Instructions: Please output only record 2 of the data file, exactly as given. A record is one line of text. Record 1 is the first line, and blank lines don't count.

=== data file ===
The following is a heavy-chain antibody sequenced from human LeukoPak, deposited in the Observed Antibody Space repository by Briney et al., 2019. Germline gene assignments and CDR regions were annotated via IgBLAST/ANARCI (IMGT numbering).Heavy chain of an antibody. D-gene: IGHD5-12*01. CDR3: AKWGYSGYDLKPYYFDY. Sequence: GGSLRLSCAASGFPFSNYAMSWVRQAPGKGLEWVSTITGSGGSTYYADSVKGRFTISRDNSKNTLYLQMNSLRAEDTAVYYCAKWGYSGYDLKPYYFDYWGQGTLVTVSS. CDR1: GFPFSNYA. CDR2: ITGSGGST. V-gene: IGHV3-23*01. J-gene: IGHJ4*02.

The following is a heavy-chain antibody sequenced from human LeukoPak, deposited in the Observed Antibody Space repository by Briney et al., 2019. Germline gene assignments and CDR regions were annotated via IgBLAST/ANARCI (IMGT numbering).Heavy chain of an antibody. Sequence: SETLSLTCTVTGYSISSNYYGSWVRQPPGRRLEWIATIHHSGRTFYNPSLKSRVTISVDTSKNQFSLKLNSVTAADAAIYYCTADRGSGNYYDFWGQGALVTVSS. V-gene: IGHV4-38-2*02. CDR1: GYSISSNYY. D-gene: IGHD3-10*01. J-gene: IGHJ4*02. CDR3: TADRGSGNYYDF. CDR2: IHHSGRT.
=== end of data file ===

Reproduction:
The following is a heavy-chain antibody sequenced from human LeukoPak, deposited in the Observed Antibody Space repository by Briney et al., 2019. Germline gene assignments and CDR regions were annotated via IgBLAST/ANARCI (IMGT numbering).Heavy chain of an antibody. Sequence: SETLSLTCTVTGYSISSNYYGSWVRQPPGRRLEWIATIHHSGRTFYNPSLKSRVTISVDTSKNQFSLKLNSVTAADAAIYYCTADRGSGNYYDFWGQGALVTVSS. V-gene: IGHV4-38-2*02. CDR1: GYSISSNYY. D-gene: IGHD3-10*01. J-gene: IGHJ4*02. CDR3: TADRGSGNYYDF. CDR2: IHHSGRT.